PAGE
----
Friday, November 6, 2009

Is the FDA the Good Guy? The Bad Guy? Or Are They Just Trying to do Their Job?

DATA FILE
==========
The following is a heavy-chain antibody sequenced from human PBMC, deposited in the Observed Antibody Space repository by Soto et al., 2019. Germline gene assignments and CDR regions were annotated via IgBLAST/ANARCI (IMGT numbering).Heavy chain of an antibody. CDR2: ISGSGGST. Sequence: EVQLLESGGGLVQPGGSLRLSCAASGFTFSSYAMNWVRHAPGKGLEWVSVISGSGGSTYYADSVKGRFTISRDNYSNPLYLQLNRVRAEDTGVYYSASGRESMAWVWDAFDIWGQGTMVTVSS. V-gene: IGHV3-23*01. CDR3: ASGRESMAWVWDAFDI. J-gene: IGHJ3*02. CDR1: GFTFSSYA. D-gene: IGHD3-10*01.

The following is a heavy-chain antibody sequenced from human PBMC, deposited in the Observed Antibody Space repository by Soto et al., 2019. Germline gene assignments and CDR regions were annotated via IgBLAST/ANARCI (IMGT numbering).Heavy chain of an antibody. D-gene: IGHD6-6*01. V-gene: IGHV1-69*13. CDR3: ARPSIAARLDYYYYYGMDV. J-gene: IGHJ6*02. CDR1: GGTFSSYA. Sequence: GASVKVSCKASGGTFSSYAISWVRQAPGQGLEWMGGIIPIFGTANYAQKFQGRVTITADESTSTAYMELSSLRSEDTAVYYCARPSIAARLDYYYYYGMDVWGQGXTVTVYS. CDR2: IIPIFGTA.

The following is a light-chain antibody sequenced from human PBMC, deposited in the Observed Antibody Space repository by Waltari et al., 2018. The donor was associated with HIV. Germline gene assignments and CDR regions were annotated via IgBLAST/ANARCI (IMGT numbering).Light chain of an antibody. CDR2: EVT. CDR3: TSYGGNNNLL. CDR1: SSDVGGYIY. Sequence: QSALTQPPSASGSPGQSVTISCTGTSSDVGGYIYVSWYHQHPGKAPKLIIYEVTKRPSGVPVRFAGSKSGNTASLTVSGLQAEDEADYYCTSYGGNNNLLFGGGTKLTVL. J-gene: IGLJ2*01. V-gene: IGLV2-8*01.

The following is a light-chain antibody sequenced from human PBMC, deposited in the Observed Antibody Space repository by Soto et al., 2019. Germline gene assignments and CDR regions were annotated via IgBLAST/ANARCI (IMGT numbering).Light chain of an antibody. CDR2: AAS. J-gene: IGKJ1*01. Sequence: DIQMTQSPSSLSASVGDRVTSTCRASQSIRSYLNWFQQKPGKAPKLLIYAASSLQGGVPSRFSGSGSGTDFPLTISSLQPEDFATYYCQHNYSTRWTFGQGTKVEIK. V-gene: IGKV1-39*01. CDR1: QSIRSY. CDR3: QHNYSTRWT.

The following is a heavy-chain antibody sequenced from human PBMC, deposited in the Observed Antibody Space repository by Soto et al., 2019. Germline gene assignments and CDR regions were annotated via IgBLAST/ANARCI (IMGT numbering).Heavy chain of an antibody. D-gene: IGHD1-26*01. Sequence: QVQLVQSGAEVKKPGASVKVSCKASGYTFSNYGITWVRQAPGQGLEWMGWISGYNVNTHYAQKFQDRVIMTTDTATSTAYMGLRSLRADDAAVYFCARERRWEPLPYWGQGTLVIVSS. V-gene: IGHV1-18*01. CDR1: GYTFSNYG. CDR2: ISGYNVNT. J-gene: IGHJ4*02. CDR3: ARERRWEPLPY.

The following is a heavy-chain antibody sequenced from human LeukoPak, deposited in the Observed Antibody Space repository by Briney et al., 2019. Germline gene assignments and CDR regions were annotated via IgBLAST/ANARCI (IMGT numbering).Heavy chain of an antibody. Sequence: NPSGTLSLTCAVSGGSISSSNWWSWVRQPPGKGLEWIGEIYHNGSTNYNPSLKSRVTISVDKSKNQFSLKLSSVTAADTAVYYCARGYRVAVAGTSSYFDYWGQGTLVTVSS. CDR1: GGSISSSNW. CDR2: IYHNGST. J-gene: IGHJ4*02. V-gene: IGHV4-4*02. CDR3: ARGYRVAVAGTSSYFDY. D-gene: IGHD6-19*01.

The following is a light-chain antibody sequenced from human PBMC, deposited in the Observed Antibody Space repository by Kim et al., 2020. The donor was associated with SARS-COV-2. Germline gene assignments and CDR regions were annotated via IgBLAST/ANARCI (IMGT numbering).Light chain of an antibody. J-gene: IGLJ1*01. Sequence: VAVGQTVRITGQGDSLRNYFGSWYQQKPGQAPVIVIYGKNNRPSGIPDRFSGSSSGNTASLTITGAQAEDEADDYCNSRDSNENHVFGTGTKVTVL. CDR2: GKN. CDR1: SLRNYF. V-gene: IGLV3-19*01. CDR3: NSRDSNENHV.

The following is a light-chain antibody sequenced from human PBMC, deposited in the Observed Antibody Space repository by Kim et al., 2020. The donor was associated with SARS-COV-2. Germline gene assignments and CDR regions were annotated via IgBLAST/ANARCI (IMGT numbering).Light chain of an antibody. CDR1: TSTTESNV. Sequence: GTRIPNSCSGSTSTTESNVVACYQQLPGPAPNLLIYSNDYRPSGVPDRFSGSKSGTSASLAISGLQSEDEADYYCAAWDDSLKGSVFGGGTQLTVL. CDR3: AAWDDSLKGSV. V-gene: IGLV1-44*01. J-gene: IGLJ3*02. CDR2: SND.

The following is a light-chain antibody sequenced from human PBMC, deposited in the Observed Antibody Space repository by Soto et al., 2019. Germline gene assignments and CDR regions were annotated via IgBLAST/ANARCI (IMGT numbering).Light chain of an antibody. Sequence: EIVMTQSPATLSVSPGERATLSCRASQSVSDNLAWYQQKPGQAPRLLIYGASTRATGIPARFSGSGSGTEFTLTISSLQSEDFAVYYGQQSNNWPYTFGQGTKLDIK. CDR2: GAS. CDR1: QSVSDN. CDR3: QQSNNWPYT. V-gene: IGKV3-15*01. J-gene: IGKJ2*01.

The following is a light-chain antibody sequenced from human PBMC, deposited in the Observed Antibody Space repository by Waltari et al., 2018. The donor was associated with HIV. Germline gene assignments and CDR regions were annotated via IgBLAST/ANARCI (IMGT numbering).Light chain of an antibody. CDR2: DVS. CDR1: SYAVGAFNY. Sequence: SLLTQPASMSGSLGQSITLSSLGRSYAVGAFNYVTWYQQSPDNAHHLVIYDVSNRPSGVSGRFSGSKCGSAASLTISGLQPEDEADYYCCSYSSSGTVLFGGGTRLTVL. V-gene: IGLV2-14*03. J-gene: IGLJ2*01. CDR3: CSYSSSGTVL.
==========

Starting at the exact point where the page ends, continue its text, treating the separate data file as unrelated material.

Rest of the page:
Wednesday's 5-1 Vote by an independent panel for the FDA has raised some serious questions not only about how the FDA does its business, but also about our industry. TSB believes that our readers understand that the Fed's role in the process is to regulate firms that manufacturer medical devices, while at the same time, it "protects" the American public by ensuring the operating accuracy of a device. Device classifications depend not only on intended use, but also on indications for use. Yet, some of our readers feel that the process is criminal and its intent is to financially punish the industry? TSB must ask our readers, what is the role of the FDA? To paraphrase one of our bloggers, "it is to protect consumers and make sure the technology in question is safe and efficacious!" At the same time, the FDA is the gatekeeper to our industry's financial enterprise. Maybe the FDA is really not as hyper-protective as we would like to believe. If one looks at the Yin and Yang of this debate, maybe the FDA has been lax in their standards over the last few years? All our readers have to do is read about the Menaflex fiasco to understand the aberrant culture that exists at the Agency, or ask themselves is INFUSE a pharmaceutical product or a device?